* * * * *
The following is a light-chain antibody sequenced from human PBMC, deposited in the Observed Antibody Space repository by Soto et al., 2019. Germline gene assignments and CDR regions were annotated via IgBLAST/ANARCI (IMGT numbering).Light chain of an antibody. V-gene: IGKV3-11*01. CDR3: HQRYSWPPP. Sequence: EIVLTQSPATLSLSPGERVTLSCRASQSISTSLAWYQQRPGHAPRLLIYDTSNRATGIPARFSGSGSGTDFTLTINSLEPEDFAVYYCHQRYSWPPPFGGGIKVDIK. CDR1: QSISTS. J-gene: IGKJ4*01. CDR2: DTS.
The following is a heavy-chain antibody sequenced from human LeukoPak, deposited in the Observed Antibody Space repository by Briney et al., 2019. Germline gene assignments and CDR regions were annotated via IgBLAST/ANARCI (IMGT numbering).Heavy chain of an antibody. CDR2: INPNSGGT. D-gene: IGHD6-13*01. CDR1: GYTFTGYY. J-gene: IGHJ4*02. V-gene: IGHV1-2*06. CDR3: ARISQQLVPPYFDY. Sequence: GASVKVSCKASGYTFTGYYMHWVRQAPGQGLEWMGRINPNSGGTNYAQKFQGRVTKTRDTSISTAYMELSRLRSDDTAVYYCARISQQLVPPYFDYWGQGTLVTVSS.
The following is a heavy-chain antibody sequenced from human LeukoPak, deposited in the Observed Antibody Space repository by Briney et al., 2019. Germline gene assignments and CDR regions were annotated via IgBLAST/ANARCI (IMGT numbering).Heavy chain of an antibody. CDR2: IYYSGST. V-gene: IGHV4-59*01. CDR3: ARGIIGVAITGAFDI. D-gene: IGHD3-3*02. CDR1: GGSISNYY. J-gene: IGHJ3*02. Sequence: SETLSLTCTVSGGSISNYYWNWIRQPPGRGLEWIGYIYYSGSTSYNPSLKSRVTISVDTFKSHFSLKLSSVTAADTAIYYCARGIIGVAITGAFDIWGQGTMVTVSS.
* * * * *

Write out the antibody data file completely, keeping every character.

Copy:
The following is a light-chain antibody sequenced from human PBMC, deposited in the Observed Antibody Space repository by Soto et al., 2019. Germline gene assignments and CDR regions were annotated via IgBLAST/ANARCI (IMGT numbering).Light chain of an antibody. V-gene: IGKV3-11*01. CDR3: HQRYSWPPP. Sequence: EIVLTQSPATLSLSPGERVTLSCRASQSISTSLAWYQQRPGHAPRLLIYDTSNRATGIPARFSGSGSGTDFTLTINSLEPEDFAVYYCHQRYSWPPPFGGGIKVDIK. CDR1: QSISTS. J-gene: IGKJ4*01. CDR2: DTS.
The following is a heavy-chain antibody sequenced from human LeukoPak, deposited in the Observed Antibody Space repository by Briney et al., 2019. Germline gene assignments and CDR regions were annotated via IgBLAST/ANARCI (IMGT numbering).Heavy chain of an antibody. CDR2: INPNSGGT. D-gene: IGHD6-13*01. CDR1: GYTFTGYY. J-gene: IGHJ4*02. V-gene: IGHV1-2*06. CDR3: ARISQQLVPPYFDY. Sequence: GASVKVSCKASGYTFTGYYMHWVRQAPGQGLEWMGRINPNSGGTNYAQKFQGRVTKTRDTSISTAYMELSRLRSDDTAVYYCARISQQLVPPYFDYWGQGTLVTVSS.
The following is a heavy-chain antibody sequenced from human LeukoPak, deposited in the Observed Antibody Space repository by Briney et al., 2019. Germline gene assignments and CDR regions were annotated via IgBLAST/ANARCI (IMGT numbering).Heavy chain of an antibody. CDR2: IYYSGST. V-gene: IGHV4-59*01. CDR3: ARGIIGVAITGAFDI. D-gene: IGHD3-3*02. CDR1: GGSISNYY. J-gene: IGHJ3*02. Sequence: SETLSLTCTVSGGSISNYYWNWIRQPPGRGLEWIGYIYYSGSTSYNPSLKSRVTISVDTFKSHFSLKLSSVTAADTAIYYCARGIIGVAITGAFDIWGQGTMVTVSS.